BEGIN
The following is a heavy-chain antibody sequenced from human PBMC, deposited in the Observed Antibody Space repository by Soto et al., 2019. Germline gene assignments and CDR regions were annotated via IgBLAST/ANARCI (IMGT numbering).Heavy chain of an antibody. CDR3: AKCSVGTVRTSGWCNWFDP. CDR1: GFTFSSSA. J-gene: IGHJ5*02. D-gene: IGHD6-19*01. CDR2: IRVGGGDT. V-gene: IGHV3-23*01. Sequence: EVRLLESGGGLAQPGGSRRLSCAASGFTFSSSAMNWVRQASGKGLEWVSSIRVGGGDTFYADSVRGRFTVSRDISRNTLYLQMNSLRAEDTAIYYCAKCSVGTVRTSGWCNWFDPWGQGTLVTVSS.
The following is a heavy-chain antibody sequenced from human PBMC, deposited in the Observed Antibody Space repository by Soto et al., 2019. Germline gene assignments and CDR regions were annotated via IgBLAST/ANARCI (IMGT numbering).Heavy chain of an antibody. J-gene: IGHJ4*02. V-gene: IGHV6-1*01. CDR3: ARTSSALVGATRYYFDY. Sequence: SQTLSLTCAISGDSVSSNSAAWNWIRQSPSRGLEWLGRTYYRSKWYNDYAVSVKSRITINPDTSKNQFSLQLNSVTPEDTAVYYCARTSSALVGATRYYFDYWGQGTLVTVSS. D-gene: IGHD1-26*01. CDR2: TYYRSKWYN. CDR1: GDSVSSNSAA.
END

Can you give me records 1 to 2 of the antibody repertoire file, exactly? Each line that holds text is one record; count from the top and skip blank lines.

The following is a heavy-chain antibody sequenced from human PBMC, deposited in the Observed Antibody Space repository by Soto et al., 2019. Germline gene assignments and CDR regions were annotated via IgBLAST/ANARCI (IMGT numbering).Heavy chain of an antibody. CDR3: AKCSVGTVRTSGWCNWFDP. CDR1: GFTFSSSA. J-gene: IGHJ5*02. D-gene: IGHD6-19*01. CDR2: IRVGGGDT. V-gene: IGHV3-23*01. Sequence: EVRLLESGGGLAQPGGSRRLSCAASGFTFSSSAMNWVRQASGKGLEWVSSIRVGGGDTFYADSVRGRFTVSRDISRNTLYLQMNSLRAEDTAIYYCAKCSVGTVRTSGWCNWFDPWGQGTLVTVSS.
The following is a heavy-chain antibody sequenced from human PBMC, deposited in the Observed Antibody Space repository by Soto et al., 2019. Germline gene assignments and CDR regions were annotated via IgBLAST/ANARCI (IMGT numbering).Heavy chain of an antibody. J-gene: IGHJ4*02. V-gene: IGHV6-1*01. CDR3: ARTSSALVGATRYYFDY. Sequence: SQTLSLTCAISGDSVSSNSAAWNWIRQSPSRGLEWLGRTYYRSKWYNDYAVSVKSRITINPDTSKNQFSLQLNSVTPEDTAVYYCARTSSALVGATRYYFDYWGQGTLVTVSS. D-gene: IGHD1-26*01. CDR2: TYYRSKWYN. CDR1: GDSVSSNSAA.